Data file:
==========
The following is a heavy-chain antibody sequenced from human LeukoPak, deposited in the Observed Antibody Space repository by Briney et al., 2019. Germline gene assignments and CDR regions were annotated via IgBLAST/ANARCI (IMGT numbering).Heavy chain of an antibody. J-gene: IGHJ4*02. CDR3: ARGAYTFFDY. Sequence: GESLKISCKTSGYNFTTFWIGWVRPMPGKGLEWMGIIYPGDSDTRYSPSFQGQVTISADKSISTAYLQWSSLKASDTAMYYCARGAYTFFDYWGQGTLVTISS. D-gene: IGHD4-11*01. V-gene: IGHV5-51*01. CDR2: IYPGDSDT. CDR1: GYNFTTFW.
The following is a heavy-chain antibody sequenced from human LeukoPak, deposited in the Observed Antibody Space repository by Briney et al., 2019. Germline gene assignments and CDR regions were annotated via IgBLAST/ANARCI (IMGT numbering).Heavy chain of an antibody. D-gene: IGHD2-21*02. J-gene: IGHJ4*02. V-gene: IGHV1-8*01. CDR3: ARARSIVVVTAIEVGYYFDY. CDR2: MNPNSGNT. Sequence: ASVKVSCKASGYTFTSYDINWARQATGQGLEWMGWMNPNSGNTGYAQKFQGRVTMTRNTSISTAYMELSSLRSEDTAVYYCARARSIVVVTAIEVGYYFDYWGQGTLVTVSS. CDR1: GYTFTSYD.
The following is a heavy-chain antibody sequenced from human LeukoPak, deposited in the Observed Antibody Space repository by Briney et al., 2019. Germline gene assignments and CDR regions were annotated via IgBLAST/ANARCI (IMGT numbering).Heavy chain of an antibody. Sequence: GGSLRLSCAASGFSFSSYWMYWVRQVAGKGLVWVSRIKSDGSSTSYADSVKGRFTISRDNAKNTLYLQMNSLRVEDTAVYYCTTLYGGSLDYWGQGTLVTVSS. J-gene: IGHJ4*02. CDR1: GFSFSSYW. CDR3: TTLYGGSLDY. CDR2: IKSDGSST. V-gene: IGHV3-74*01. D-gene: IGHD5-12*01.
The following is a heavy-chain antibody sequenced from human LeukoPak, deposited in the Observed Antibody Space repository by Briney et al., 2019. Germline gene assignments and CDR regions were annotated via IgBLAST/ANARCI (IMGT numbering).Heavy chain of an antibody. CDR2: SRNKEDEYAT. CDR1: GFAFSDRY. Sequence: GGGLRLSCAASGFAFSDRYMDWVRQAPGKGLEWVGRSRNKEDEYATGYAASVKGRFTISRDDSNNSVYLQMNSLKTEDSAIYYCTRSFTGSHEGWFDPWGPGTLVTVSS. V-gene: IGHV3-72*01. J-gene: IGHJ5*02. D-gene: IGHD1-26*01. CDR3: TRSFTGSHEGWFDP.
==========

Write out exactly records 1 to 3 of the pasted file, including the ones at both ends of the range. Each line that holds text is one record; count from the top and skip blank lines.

The following is a heavy-chain antibody sequenced from human LeukoPak, deposited in the Observed Antibody Space repository by Briney et al., 2019. Germline gene assignments and CDR regions were annotated via IgBLAST/ANARCI (IMGT numbering).Heavy chain of an antibody. J-gene: IGHJ4*02. CDR3: ARGAYTFFDY. Sequence: GESLKISCKTSGYNFTTFWIGWVRPMPGKGLEWMGIIYPGDSDTRYSPSFQGQVTISADKSISTAYLQWSSLKASDTAMYYCARGAYTFFDYWGQGTLVTISS. D-gene: IGHD4-11*01. V-gene: IGHV5-51*01. CDR2: IYPGDSDT. CDR1: GYNFTTFW.
The following is a heavy-chain antibody sequenced from human LeukoPak, deposited in the Observed Antibody Space repository by Briney et al., 2019. Germline gene assignments and CDR regions were annotated via IgBLAST/ANARCI (IMGT numbering).Heavy chain of an antibody. D-gene: IGHD2-21*02. J-gene: IGHJ4*02. V-gene: IGHV1-8*01. CDR3: ARARSIVVVTAIEVGYYFDY. CDR2: MNPNSGNT. Sequence: ASVKVSCKASGYTFTSYDINWARQATGQGLEWMGWMNPNSGNTGYAQKFQGRVTMTRNTSISTAYMELSSLRSEDTAVYYCARARSIVVVTAIEVGYYFDYWGQGTLVTVSS. CDR1: GYTFTSYD.
The following is a heavy-chain antibody sequenced from human LeukoPak, deposited in the Observed Antibody Space repository by Briney et al., 2019. Germline gene assignments and CDR regions were annotated via IgBLAST/ANARCI (IMGT numbering).Heavy chain of an antibody. Sequence: GGSLRLSCAASGFSFSSYWMYWVRQVAGKGLVWVSRIKSDGSSTSYADSVKGRFTISRDNAKNTLYLQMNSLRVEDTAVYYCTTLYGGSLDYWGQGTLVTVSS. J-gene: IGHJ4*02. CDR1: GFSFSSYW. CDR3: TTLYGGSLDY. CDR2: IKSDGSST. V-gene: IGHV3-74*01. D-gene: IGHD5-12*01.